The Pixel 6 Pro is Google’s return to the flagship phone market, but does that mean it has what it takes to challenge the juggernaut that is the iPhone 13 Pro?
Google spent years on research and development to get to the release of the Pixel 6 Pro, and it shows; the hardware design, the Tensor chip, the new camera array and refined software all feel like a generational leap from Google’s previous Pixels. However, Apple hasn't been resting on its laurels with the iPhone, and though the iPhone 13 Pro looks virtually identical to last year’s model, the updates to the display and cameras, in particular, are considerable.
Pixel vs. iPhone has traditionally been a question of Google’s software trying to outperform Apple’s hardware, and while there’s still some truth to that, Google’s hardware has taken enough of a leap that it is a much more balanced face-off this year.
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Pixel 6 Pro vs. iPhone 13 Pro: price and value
The iPhone 13 Pro starts at $999 for a 128GB model with 6GB of RAM. You can upgrade to 256GB, 512GB, or a new 1TB option. It’s an extra $100 for the 256GB model, which is necessary for the new ProRes video feature on iPhone 13 Pro. Add another $200 for the 512GB and 1TB options, which max the phone out at $1,499.
The Pixel 6 Pro starts at $899 for the 128GB model with 12GB of RAM. For $999, you can bump up to 256GB, and the top-end 512GB model is $1,099.
Neither is a budget option, but the $100 price advantage for the Pixel 6 Pro isn’t insignificant, either. For both phones, I would recommend upgrading to at least the 256GB version if you regularly take photos or videos as the 128GB will fill up quickly. For particularly prolific mobile photographers and videographers, the Pixel 6 Pro gains a more significant advantage as it’s $1,099 for the 512GB model, while the comparable iPhone 13 Pro is $1,299.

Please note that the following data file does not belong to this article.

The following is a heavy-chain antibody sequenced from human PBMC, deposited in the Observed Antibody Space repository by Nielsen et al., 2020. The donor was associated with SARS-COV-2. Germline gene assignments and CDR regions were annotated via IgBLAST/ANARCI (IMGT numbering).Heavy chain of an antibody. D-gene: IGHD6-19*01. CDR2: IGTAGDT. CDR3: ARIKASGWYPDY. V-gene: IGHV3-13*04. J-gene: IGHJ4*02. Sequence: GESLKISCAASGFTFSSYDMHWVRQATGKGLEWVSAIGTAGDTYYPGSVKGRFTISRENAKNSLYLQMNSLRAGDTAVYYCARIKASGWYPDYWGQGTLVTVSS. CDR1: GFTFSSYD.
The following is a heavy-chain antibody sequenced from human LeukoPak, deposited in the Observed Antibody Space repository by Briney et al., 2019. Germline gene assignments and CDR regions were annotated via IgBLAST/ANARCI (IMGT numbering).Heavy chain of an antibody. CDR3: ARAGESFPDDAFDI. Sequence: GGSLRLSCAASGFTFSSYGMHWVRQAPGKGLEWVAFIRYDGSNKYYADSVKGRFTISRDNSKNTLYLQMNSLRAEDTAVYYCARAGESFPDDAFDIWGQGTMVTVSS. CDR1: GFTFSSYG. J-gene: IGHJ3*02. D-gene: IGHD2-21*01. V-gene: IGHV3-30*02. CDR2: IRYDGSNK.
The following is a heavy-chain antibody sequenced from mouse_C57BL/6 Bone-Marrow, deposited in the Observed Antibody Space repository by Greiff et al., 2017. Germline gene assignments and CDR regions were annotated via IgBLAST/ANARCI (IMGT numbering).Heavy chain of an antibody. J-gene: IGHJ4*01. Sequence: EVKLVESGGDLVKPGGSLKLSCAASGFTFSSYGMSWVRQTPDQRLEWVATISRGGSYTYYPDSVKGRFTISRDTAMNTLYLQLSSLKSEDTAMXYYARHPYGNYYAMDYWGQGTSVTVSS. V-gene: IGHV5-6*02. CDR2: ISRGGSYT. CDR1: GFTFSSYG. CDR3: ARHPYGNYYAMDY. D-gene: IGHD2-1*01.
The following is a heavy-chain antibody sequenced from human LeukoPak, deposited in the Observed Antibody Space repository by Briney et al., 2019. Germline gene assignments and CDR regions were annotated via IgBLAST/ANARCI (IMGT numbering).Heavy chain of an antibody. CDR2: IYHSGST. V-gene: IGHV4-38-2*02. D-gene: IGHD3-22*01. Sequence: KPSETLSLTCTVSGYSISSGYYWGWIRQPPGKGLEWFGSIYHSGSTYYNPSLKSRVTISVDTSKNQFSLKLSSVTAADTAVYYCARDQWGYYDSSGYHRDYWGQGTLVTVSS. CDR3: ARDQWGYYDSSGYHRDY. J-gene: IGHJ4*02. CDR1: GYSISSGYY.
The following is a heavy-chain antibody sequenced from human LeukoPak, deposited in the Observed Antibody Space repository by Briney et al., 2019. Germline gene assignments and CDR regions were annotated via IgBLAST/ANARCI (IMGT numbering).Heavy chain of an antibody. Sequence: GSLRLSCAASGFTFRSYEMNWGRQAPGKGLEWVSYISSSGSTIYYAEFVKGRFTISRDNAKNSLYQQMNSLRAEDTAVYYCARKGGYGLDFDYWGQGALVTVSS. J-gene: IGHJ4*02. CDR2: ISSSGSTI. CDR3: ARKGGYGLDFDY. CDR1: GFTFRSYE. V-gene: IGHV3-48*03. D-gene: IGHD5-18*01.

The iPhone 13 Pro still retains a slight edge in longevity with roughly six years of software support compared to five years of security updates for the Pixel 6 Pro. Still, with a 10% to 18% price advantage, the Pixel 6 Pro is a better overall value this year.
Winner: Pixel 6 Pro
Pixel 6 Pro vs. iPhone 13 Pro: design
The iPhone 13 Pro Max follows the squared-off aesthetic Apple brought back with the iPhone 12, which makes the iPhone instantly recognizable at a glance. The Pixel 6 Pro has done the same this year; the visor bar camera array on the back of the Pixel combined with the two-tone finish make it unmistakable.
While I both appreciate the originality and legitimately like the style of both phones, opinions on the style will vary. From a more practical standpoint, they both have some hits and misses. I love the size of the iPhone 13 Pro; it fits great both in my hand and in a pocket.
On the other side, the full-width camera array on the Pixel 6 Pro makes it one of the first phones in years that will sit nicely face up or down on my desk. However, the Pixel 6 Pro is slippery without a case and that is a concern given its considerable size. The iPhone 13 Pro will similarly drive you to a case to eliminate its massive rectangular camera array, and that notch is still irritating. Yes, you learn to ignore it, and it’s 20% smaller this year, but here’s hoping iPhone 14 brings on the hole-punch camera.